Vehicle at the old homestead site
After taking the old trace road down the hill to where our trail had crossed Wolf Creek, we turned left and crossed Cove Branch to go upstream to Wolf Creek.  One of the things that have always bothered me is why Wolf Creek Cave is not on Wolf Creek, and why Big Creek Cave is not on Big Creek.  Big Creek Cave Falls runs into Cove Branch, near the junction with Wolf Creek, but at least all of this is in the larger Big Creek watershed.  Wolf Creek and Cove Branch flow together to form Left Fork Big Creek, which then flows into Big Creek itself.  I think somewhere along the way, someone got confused.  If you look on the really old USGS maps, what is now Cove Branch was labeled Wolf Creek, which makes sense then for Wolf Creek Cave Falls flowing into it.  What is now Wolf Creek was labeled "Cave Branch", which some drunk cartographer must have transcribed and mixed up as "Cove Branch".  That's my theory, anyway.

Wolf Creek Cave Falls
We went upstream on Cove Branch to Wolf Creek Cave with the skies getting very dark and ominous, so Boomer and I rushed through some photos.  Coming back down to where the creek from Wolf Creek Cave flows into the cave with Underground Falls, we stopped only long enough to snap a couple of photos and a video with my cell phone.  It was thundering and we felt a few raindrops, so I decided to cut the exploration short for today and just hit Big Creek Cave Falls on our way out.  By the time we hiked the short distance back downstream on Cove Branch to the drainage with Big Creek Cave Falls, it was starting to rain.  Thinking we might get lucky and it might blow over, I detoured over to Cave Creek Cave to see if we could wait it out.  

Big Creek Cave Falls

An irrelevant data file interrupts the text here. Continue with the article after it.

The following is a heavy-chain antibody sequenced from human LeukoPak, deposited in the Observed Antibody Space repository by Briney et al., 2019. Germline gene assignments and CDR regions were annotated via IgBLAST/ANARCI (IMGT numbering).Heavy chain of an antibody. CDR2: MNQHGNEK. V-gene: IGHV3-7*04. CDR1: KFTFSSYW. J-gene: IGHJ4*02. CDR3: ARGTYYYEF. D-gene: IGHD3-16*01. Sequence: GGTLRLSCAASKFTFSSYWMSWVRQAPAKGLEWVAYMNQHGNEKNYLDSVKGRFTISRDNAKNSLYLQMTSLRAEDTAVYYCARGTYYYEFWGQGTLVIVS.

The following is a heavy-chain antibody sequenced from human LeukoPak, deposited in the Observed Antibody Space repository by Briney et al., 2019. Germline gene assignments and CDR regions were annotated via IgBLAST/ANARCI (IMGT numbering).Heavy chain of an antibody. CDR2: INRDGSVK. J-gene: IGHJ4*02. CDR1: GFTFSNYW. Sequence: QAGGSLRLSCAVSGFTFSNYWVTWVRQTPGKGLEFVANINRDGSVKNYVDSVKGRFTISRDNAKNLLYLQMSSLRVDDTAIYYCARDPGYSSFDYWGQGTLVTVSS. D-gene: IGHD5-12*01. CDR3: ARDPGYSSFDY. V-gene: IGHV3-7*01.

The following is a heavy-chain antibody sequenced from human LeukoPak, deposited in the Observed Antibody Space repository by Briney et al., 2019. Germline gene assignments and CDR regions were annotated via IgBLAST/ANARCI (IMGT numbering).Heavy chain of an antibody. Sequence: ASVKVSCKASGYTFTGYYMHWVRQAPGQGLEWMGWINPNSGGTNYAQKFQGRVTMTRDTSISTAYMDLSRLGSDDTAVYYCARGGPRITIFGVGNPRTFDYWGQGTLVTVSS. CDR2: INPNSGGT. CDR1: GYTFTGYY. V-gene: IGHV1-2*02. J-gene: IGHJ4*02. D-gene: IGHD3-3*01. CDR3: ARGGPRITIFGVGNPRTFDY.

Cave Creek Cave is the large shelter cave where the water from Big Creek Cave Falls that goes underground at the base of the falls comes back out of the ground.  While Boomer and I were taking refuge from the rain there, we had a pleasant surprise.  Kristin Jones and Harrison Sutcliffe, both of whom I had known only through social media, were also out in the area today and came up to the cave.  It is always great to meet folks I know of, but have never met in person, out in the wilderness.  Kristin had been watching the radar and informed me that this storm probably would not be blowing over.  We all decided to head back before it got too bad.  Boomer and I made a quick trip around the bluff to Big Creek Cave for a couple of photos, and Harrison and Kristin headed for the creek crossing and the old homestead with the old cars.  

Old Homestead site
Boomer and I also made a quick stop at the old homestead site, then went back to the lower trail and headed back as we had hiked out.  The rain had already made the lower trail much soggier than it had been on the way in.  We managed to get back to the FJ before the rain really started coming down, although we were soaked anyway.  All in all, it was a shorter trip to one of my favorite places, and I wish we could have had a few more hours to explore and not be in a rush, but I'm glad we got out and did the hike.  I was finally able to see Wolf Creek with enough flow to make the waterfalls on it look great, and Falls #3 is well worth the trip by itself.  This area has a lot to offer in a relatively small area and is always highly recommended.
Big Creek Cave Falls area - GPS track for today's hike